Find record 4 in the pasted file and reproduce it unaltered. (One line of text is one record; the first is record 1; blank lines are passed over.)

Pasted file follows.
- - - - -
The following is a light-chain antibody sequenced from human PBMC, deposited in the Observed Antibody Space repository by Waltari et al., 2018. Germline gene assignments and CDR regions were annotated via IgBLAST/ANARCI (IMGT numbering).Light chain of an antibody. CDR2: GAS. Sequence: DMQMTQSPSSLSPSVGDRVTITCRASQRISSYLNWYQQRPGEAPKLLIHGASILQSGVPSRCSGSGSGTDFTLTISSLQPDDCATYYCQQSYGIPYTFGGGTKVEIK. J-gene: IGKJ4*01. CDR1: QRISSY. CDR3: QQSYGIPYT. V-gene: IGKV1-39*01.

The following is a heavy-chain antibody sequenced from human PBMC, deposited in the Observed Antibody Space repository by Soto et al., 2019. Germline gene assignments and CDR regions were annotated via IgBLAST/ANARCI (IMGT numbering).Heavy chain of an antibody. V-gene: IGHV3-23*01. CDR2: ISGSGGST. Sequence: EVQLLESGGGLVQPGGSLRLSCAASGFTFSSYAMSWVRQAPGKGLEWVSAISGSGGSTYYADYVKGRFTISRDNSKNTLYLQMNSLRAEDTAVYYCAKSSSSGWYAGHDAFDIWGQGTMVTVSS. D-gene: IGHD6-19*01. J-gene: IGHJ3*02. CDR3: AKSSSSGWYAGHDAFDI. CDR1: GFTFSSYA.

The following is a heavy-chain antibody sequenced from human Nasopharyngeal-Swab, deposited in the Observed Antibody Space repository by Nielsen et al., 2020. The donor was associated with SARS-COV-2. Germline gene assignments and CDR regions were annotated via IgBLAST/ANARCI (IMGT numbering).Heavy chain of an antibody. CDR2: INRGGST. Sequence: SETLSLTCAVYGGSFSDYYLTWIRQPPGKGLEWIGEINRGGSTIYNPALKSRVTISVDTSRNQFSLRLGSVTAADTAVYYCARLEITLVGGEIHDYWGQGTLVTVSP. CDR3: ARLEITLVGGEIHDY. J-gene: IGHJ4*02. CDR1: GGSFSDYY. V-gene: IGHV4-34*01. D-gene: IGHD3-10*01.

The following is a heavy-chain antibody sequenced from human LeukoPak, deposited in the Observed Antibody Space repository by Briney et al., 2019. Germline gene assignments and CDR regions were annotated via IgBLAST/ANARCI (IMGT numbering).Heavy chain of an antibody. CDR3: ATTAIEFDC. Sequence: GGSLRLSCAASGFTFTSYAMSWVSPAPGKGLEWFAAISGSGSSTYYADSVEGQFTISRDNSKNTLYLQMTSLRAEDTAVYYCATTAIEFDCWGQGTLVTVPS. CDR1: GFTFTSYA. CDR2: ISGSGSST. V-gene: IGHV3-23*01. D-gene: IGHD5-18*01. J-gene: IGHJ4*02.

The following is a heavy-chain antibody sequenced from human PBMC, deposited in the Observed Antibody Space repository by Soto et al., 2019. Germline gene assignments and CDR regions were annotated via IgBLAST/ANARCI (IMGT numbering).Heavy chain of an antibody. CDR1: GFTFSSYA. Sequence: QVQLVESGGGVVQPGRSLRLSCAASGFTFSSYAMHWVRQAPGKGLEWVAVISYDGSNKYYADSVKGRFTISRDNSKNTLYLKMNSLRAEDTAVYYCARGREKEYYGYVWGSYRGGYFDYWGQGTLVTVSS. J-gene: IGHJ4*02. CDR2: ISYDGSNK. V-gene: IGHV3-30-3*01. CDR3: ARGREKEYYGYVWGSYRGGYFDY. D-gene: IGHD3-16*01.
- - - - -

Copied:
The following is a heavy-chain antibody sequenced from human LeukoPak, deposited in the Observed Antibody Space repository by Briney et al., 2019. Germline gene assignments and CDR regions were annotated via IgBLAST/ANARCI (IMGT numbering).Heavy chain of an antibody. CDR3: ATTAIEFDC. Sequence: GGSLRLSCAASGFTFTSYAMSWVSPAPGKGLEWFAAISGSGSSTYYADSVEGQFTISRDNSKNTLYLQMTSLRAEDTAVYYCATTAIEFDCWGQGTLVTVPS. CDR1: GFTFTSYA. CDR2: ISGSGSST. V-gene: IGHV3-23*01. D-gene: IGHD5-18*01. J-gene: IGHJ4*02.